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THE RUGBY GAME., Auckland Star, Volume XL, Issue 68, 20 March 1909
THE RUGBY GAME.
CONSTITUTION QUESTION. ®*_ oi ~ tbo most important conferences held m tho Dominion in connection with Rugby football took place on Thursday at the Chamber of Commerce room, Wellington. The conference consisted of delegates to the Council of the New Zealand Rugby Union and was convened tor the purpose of considering proposed amendments to rules with the object of making the game more attractive. it. _J *"""' F * **"*• Caill pb c 'l» president of ■a a° W Zea]inid Rugby Union, who presided, said the proposals would have a very great effect indeed, if carried, ,upon tho conduct of Rugby football in New Zealand. If they were carried it meant the possibility of breaking away from the government of the International Board. He was not arguing one way or the other, but he wished to put the question to them whether the time had arrived when they should go "on their own," or whether they should continue to play under the rules of the International Board, which controlled Rugby football in all parts of the world. After the alterations given last night had been made, the meeting proceeded to consider motions put forward by the Otago Union. The first was: — '-That the constitution of this union be amended as follows:—It shall affiliate with the English Rugby Football Union and shall adopt the Laws of Football and the rules as to professionalism as from time to time fixed by that body always to such modification as •this union may introduce." Mr. Harris said the original intention of the meeting of delegates in October was that the alterations, if adopted, should come into force this year. £ince then it had been decided by the New Zealand Union that if this were to be done it would practically mean secession from the English Union. Tho motion was with the object of avoiding this. Mr. R. H. Froude seconded the motion on behalf of the Auckland Union. Mr. G. H. Dixon thought such a stop was inadvisable. II it were carried they were cutting themselves adrift from the football world and the control of the International Board. It would bo the beginning o£ a new game in the colony, which was not desirable. The present rules were good enough to provide good and interesting games. He saw no urgent necessity to alter them. If the game had deteriorated, it was not duo to the rules, 'but to the manner in which the game was played and the rules interpreted. Club football years ago was more interesting to watch' than at present, yet the rules then were Lhe same as now. If ho thought the alteration would be beneficial he would agree to it, but as he did not, he must oppose it. Mr. Wylic _aid delegates did not understand at the last meeting that the passing of tho rules would mean isolation. They might agree that alteration wae necessary, but he thought there was ample provision in the rules whereby they could suggest alterations to the English Union. He did not think there waa any great urgency, and counselled waiting until Australia and other places had considered the proposed alterations. These countries might have further alterations to make which would greatly improve tbe game. 11 Australia backed up New Zealand, then the English Union would have to take 6ome action. If the proposal was adopted it would mean an alteration in the constitution, doing away with the light of appeal to the English Rugby Union, and other matters. They should, however, haii—nor away until they got a change. Mr. Meredith protested against isolation. This meant the losing of international and inter-colonial football, which would alienate public support. They had the support of the people, and they had a strong finance, but with the losing of tha big football thpj- would also lose their main public support. The standard of play would deteriorate, we would grow insular, and there would be no stability, no fixed rules. There would be other bands of malcontents, who would want the rules altered alI most every year. Another thing was that their connection with tho English Union provided their strongest sheetanchor against professionalism. So long as they did not secede there could be no professionalism. There was no guarantee, if they did secede, thnt all the clubs at present playing football would go with them. Many clubs would still stick to Rugby, with the consequence that they would have two codes, which would kill both games. He hoped the sanity of the meeting would result in tho motion being thrown out. Mr. W. Coffey said the time was ripe when some alteration should be made in the laws of the game if they were to improve the local standard. If they did sever from England he did not thinany calamity would happen. U New Zealand, Australia, and _outh Africa were wedded into a compact body, they could make rules which ehould be for tho betterment of the game. It seemed to him that the bogey of severance was the one thing that was urged against any alteration. He thought that the deterioration of club football was largelydue to the fact that there were too many international, intercolonial, and representative matohes. They should wipe the bogey of severance away. Endeavours had been made to get the English Union to make alterations, but they could hammer away until tlie millennium, and they would never get any further than they had in the past. 'Now Zealand could stand on hpr own bottom, and she should take the initiative. Mr G. Lusk thought the deterioration was due to the decrepit crowd of people who were now playing the game and if they bad to alter the rules to meet the desires of these players it was time they turned the game up altogether. He thought if New Zealand decided to stand on her own bottom she would d/ift back to the period when she would have to get someone to come and teach her again. ■Mr CargiU (Taranald) said they must recognise that there must be some fountain head of control. Was there any reliable authority for saying that Now Zoala-sd, Australia and .South Africa could be merged into one body? He thought not. The point was: Was New South Wales prepared to adopt the rules passed by New Zealand? It was very probable she would not and, moreover, she might desire alterations which might not be suitable to New Zealand. If New Zealand seceded other countries might do the same a_d the whole of the inter-national and intercolonial football would bo swept away. Mr Coffey: The proposed conference would sweep away the difficulties. Mr Cargill: Yes, it would, but if the motion is passed there would be no conference. He was in favour of the holding of such a conference. If the motion were carried it would do a lot of harm to Rugby in New Zealand and throughout the whole of the world. Mr Galbraith said he was of opinion, basod on a high legal authority, that unless the decision to alter the constitution was unanimous •way jimon oliiect-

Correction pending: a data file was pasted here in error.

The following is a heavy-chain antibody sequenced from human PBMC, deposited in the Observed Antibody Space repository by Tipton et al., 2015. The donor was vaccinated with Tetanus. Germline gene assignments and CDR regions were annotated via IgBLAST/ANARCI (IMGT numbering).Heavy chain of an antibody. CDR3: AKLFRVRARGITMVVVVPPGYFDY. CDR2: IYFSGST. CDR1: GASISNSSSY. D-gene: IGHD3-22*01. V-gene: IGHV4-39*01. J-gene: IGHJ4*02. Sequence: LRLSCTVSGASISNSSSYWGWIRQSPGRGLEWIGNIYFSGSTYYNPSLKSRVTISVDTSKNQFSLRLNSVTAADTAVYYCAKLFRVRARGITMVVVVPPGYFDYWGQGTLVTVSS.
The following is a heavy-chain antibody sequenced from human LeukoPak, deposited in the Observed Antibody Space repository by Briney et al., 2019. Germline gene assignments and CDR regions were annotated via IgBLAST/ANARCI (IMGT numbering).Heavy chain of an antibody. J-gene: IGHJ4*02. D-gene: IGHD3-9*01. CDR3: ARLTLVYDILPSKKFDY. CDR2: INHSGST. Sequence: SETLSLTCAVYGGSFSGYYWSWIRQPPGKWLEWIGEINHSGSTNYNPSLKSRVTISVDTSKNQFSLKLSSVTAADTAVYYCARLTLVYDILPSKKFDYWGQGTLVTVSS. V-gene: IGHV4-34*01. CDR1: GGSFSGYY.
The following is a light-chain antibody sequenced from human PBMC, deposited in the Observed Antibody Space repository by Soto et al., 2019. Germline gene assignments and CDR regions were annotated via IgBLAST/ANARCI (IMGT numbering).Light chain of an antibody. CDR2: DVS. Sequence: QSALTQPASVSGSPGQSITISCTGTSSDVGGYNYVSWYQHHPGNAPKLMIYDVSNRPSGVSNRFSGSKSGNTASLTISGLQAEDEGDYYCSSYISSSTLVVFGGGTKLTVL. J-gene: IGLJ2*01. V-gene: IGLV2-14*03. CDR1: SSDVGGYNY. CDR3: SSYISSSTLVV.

ing could go to the Suprome Court and restrain, by injunction, any other unions using the present title of the New Zealand Rugby Union as at present constituted. It was very likely that a conference -would be held at which delegates from South Africa, Australia, New Zealand, British Columbia, and other places would be asked to attend. They might be able to sweep away all the difficulties and it would be far wiser to await the holding of such a conference before deciding upon anything hurriedly. The mover having replied, the motion was put and lost by 35' votes to 17. Mr Harris then proposed, on behalf of Otago Union: "That a copy of the amendments in the Laws of the Game as approved be transmitted to the English Union, with a request that the English Union will sanction the modification in the laws in the manner that is contemplated by this union." Mr Coffey pointed out that the English Union might object to this on the ground that Australia and Africa had not been consulted. They were asking that certain alterations be made in the rules in New Zealand. The motion was carried and it was decided to forward copies of the proposed rules to Australia . and South Africa Unions. It was decided that the expenses of one delegate of each union outside r V*ilell'in<rton attending the conference be paid by the New Zealand Kugby Union. A recommendation to the Management Committee was passed instructing it to bring up a report at the annual meeting as to what it considers reasonable travelling expenses for delegates attending conferences of unions. Another recommendation waß passed that in the event of no word being received from New* Pouth Wales, the Australian unions be communicated with with a view of holding a conference to consider proposed alterations to the rules.
THE RUGBY GAME., Auckland Star, Volume XL, Issue 68, 20 March 1909